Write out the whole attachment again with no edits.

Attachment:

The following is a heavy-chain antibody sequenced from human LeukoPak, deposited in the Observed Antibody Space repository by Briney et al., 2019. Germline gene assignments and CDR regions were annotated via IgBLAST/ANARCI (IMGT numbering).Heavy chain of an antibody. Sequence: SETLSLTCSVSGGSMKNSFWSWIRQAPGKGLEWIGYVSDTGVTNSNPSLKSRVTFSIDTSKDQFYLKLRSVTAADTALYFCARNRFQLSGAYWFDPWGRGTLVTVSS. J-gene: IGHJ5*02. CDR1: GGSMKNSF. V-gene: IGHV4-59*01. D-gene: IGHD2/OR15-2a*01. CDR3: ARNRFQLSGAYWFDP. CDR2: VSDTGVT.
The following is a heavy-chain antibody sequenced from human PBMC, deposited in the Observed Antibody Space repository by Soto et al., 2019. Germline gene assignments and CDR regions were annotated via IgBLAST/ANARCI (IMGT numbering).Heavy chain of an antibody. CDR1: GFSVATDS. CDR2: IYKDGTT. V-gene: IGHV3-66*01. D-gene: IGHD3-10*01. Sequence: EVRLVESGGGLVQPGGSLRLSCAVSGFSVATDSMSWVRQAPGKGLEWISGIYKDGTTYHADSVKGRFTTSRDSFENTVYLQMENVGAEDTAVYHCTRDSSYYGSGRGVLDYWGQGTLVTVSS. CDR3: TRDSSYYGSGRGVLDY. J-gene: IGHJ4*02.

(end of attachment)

The following is a heavy-chain antibody sequenced from human LeukoPak, deposited in the Observed Antibody Space repository by Briney et al., 2019. Germline gene assignments and CDR regions were annotated via IgBLAST/ANARCI (IMGT numbering).Heavy chain of an antibody. Sequence: SETLSLTCSVSGGSMKNSFWSWIRQAPGKGLEWIGYVSDTGVTNSNPSLKSRVTFSIDTSKDQFYLKLRSVTAADTALYFCARNRFQLSGAYWFDPWGRGTLVTVSS. J-gene: IGHJ5*02. CDR1: GGSMKNSF. V-gene: IGHV4-59*01. D-gene: IGHD2/OR15-2a*01. CDR3: ARNRFQLSGAYWFDP. CDR2: VSDTGVT.
The following is a heavy-chain antibody sequenced from human PBMC, deposited in the Observed Antibody Space repository by Soto et al., 2019. Germline gene assignments and CDR regions were annotated via IgBLAST/ANARCI (IMGT numbering).Heavy chain of an antibody. CDR1: GFSVATDS. CDR2: IYKDGTT. V-gene: IGHV3-66*01. D-gene: IGHD3-10*01. Sequence: EVRLVESGGGLVQPGGSLRLSCAVSGFSVATDSMSWVRQAPGKGLEWISGIYKDGTTYHADSVKGRFTTSRDSFENTVYLQMENVGAEDTAVYHCTRDSSYYGSGRGVLDYWGQGTLVTVSS. CDR3: TRDSSYYGSGRGVLDY. J-gene: IGHJ4*02.